Thursday, October 19, 2017

22 Short Pieces About Springfield: Number Twenty-Eight - “We’re gonna grease ourselves up *real good*, and trash that place with a baseball bat!”

Season 7, Episode 16
“Lisa The Iconoclast”
Broadcast: February 18, 1996
Courtesy 20th Century Fox, via Frinkiac.

As Springfield's perfectly cromulent bicentennial approaches, Lisa attempts to embiggen an essay on Springfield’s founder by learning more about him at Springfield Historical Society.  In the course of her research she discovers that the character of Jebediah was merely an alias for murderous pirate Hans Sprungfeld, and decides to reveal this in her essay.

Labelled a “greasy thug” by the townsfolk for her besmirching of their hero, Lisa is aided in her quest for the truth by Homer, who has taking the ceremonial position of town crier in the related celebratory parade by sheer volume and obnoxiousness.  He uses his clout to have Jebediah’s coffin exhumed; when the skull inside does not contain the silver tongue Sprungfeld used after his own was bitten off in a bar fight, Lisa is discredited and Homer loses his criership.

Lisa eventually discovers that Hollis Hurlbut, the chairman of the Historical Society, saw the tongue at the disinterment and snatched it while the dust was clearing.  He has an epiphany and rushes Lisa to the parade to present the evidence.  On viewing the crowds she decides that the idea of Jebediah is of utmost importance to the town, opts not to shatter their happy illusion, and reunites with Homer, who has assaulted and replaced his successor as town crier, the hapless Ned Flanders.


A throwaway conversation between Miss Hoover and Mrs Krabappel that actually embiggens the English language.  They gift us not only “embiggen” (a verb meaning to grow or expand), but also “croumulent” (an adjective meaning valid or acceptable).
Courtesy 20th Century Fox, via Frinkiac.
A classic slice of Jerk-Ass Homer (before that was even properly a thing), as he wrests the position of crier from Ned Flanders not once but twice, including damaging the antique hat that Ned actually owns.  Ned, of course, takes it like a champ.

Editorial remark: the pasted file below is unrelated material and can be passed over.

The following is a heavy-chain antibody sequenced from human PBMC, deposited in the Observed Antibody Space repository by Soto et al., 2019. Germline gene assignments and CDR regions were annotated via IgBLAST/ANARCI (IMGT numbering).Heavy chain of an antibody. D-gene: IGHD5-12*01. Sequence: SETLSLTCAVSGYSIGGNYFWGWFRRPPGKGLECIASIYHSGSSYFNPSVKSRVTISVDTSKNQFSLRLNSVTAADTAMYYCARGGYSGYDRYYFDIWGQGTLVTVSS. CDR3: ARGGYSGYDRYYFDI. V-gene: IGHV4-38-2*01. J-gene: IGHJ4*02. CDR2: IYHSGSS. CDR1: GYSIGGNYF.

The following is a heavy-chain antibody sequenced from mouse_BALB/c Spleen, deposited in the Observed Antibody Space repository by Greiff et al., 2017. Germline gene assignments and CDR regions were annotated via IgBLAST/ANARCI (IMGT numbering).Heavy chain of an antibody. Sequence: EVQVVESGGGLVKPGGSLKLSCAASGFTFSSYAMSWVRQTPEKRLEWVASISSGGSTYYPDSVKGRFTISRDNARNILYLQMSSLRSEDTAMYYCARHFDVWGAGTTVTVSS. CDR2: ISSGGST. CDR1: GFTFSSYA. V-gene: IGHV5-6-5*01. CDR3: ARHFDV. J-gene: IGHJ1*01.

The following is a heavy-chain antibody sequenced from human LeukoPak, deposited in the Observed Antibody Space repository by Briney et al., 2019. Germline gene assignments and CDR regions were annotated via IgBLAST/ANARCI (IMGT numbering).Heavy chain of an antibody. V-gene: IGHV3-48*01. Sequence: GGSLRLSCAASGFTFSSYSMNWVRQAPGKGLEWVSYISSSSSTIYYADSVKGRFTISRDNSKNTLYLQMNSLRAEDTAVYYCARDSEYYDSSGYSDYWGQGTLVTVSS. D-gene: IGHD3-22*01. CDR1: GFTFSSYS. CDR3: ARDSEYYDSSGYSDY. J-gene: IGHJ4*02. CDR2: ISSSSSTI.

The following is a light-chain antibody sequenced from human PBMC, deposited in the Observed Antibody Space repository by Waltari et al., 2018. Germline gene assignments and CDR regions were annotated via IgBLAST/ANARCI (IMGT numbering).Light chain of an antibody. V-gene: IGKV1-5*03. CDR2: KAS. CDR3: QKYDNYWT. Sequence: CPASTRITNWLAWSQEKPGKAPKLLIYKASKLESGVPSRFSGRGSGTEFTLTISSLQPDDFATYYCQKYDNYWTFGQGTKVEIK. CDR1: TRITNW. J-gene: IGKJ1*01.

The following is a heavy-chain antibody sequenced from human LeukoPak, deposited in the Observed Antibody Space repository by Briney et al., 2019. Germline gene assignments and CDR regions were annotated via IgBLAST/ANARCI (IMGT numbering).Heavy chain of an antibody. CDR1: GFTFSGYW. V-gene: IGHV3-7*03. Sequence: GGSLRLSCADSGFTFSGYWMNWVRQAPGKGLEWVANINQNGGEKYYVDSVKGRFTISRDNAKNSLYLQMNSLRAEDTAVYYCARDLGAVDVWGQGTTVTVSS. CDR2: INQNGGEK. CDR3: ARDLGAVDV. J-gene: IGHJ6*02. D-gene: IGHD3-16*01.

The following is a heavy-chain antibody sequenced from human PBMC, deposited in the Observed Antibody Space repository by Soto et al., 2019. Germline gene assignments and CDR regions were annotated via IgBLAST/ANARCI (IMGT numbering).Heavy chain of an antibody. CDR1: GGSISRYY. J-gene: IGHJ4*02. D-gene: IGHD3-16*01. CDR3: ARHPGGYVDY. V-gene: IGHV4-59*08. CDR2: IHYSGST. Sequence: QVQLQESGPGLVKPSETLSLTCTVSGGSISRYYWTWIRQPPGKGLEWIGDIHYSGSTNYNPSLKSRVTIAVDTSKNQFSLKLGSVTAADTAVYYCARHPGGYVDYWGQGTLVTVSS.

Hans Sprungfeld’s brutal brawl with George Washington, including the most painful employment of wooden dentures imaginable.

"The Ballad of Jebediah Springfield" is played over the closing credits.  This country-fried style seems to suit The Simpsons' songsmiths, as the same basic template would later be used for the classic "Canyonero" and had previously powered Lurleen Lumpkin to what passes for fame for a country singer.


Jebediah Springfield sort-of first appears back in Season One's "The Telltale Head", albeit in statue form.  The founder of Springfield, a town stemming from a disagreement over cousin marriage between Springfield and his good friend Shelbyville Manhattan (as revealed in "Lemon Of Troy"), he was either a buffalo-taming, bear-killing inspiration or a murderous pirate killed by said bear - or, more complicatedly, both.
Some legacy opportunities seem to have been passed by, however: I don’t recall “embiggen”, “cromulent” or the character of Hollis Hurlbut ever making repeat appearances.  That means this bit will be shorter than usual, so...  Er.  Yeah.

“Lisa episodes” have a bad rap with the world in general.  Whereas Bart or Homer’s name in an episode title usually means a mischievous romp is ahead, and Marge’s often alerts us to genuine emotion and adult issues, Lisa’s is usually shorthand for an episode dealing heavy-handedly with an issue around the environment or political and social issues, which is a hard sell for a half-hour comedy.

This one is an exception though.  It deals very deftly with the notion that the idea of a person and the stories around them can be more important than the truth around the person themselves, and that the inspiration taken from these stories can be positive even if the person themselves was no angel, which was recently tackled in a much more on-the-nose fashion by "Rick and Morty", via a paedophilic anthropomorphic jellybean.  As you do.

It’s also a rare episode where we’re entirely on Lisa’s side; she’s not nagging or hectoring, not smug or superior, and the issue at hand is one that is genuinely of a lot of importance, both historically and for her present community.  This time it’s nice to be rooting for the little guy – and she’s the littlest guy we know.
Atomic Sourpuss would like to apologise for the brevity of the "History/Legacy" section in this post.  The author is believed to be too drunk to properly complete his research.  In compensation, we present this picture of a weasel:

Join us next time for part one of a sporting double header, at the blog where I dispense the insults, rather than receive them.

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